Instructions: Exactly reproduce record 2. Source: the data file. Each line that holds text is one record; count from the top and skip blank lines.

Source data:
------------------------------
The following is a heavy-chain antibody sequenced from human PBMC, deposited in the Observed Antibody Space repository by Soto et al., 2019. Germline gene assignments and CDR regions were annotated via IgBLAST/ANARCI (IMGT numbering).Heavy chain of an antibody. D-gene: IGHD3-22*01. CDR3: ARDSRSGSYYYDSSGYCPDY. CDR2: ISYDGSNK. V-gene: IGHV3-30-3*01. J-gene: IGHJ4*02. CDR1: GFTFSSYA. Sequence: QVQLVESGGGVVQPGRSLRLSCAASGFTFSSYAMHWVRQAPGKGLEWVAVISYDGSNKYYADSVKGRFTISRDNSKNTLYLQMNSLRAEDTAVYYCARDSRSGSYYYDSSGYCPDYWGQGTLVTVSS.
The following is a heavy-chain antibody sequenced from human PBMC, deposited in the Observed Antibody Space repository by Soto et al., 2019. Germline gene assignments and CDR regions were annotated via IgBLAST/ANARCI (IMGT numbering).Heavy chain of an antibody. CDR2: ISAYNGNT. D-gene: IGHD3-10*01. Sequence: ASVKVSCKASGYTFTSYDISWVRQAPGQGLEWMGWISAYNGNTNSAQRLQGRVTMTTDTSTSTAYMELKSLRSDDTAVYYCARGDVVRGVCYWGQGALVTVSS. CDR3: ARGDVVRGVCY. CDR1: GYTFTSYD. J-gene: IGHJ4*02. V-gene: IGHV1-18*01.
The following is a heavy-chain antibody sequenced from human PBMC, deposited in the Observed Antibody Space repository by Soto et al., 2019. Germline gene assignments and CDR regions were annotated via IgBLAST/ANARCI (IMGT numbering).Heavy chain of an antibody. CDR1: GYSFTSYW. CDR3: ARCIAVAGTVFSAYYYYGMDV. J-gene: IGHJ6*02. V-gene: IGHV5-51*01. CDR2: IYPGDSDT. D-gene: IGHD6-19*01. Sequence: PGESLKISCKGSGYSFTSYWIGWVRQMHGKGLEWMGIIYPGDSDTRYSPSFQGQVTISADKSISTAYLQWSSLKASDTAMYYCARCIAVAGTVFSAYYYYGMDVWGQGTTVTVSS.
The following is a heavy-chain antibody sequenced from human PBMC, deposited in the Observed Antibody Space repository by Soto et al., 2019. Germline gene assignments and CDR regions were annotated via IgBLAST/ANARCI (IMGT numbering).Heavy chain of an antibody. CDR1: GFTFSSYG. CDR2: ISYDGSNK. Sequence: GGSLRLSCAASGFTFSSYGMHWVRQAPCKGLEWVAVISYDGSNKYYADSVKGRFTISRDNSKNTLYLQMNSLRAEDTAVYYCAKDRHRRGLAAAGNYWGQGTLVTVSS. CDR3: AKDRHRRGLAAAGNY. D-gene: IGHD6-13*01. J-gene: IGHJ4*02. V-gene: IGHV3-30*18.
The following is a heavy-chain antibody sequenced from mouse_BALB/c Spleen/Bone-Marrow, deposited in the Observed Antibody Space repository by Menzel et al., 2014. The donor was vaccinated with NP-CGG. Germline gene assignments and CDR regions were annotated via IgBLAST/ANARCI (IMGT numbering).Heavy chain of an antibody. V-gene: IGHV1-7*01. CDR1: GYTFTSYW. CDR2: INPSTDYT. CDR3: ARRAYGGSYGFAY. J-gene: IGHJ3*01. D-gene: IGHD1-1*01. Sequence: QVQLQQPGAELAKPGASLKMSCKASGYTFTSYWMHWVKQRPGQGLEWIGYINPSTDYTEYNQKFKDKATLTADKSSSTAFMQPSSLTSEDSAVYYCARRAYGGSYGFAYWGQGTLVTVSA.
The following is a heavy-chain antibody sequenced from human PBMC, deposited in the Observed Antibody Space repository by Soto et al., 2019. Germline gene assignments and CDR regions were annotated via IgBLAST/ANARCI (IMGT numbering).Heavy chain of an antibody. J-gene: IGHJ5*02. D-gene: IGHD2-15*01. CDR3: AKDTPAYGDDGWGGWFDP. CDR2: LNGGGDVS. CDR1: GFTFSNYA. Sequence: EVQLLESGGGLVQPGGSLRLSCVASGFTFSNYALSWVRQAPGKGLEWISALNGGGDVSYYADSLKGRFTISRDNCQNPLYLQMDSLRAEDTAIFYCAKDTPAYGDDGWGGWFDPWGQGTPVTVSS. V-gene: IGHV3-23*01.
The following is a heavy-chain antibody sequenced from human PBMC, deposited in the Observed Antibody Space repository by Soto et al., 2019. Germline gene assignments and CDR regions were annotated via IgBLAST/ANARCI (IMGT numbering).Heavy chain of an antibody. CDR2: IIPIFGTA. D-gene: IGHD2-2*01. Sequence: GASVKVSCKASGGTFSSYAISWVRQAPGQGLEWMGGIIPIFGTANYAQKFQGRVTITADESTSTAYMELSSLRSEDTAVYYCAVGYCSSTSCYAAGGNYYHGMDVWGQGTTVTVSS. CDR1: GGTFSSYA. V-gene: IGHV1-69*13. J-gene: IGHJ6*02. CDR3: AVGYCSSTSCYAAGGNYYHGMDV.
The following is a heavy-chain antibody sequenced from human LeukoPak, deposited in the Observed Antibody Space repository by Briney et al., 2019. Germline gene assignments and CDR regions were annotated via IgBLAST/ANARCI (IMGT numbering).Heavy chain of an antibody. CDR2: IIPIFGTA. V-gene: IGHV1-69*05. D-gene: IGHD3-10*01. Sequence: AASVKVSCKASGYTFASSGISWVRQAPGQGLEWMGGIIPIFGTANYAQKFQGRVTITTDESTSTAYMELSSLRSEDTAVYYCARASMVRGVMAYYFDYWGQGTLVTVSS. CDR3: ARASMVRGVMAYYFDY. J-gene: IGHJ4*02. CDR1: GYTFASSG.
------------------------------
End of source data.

The following is a heavy-chain antibody sequenced from human PBMC, deposited in the Observed Antibody Space repository by Soto et al., 2019. Germline gene assignments and CDR regions were annotated via IgBLAST/ANARCI (IMGT numbering).Heavy chain of an antibody. CDR2: ISAYNGNT. D-gene: IGHD3-10*01. Sequence: ASVKVSCKASGYTFTSYDISWVRQAPGQGLEWMGWISAYNGNTNSAQRLQGRVTMTTDTSTSTAYMELKSLRSDDTAVYYCARGDVVRGVCYWGQGALVTVSS. CDR3: ARGDVVRGVCY. CDR1: GYTFTSYD. J-gene: IGHJ4*02. V-gene: IGHV1-18*01.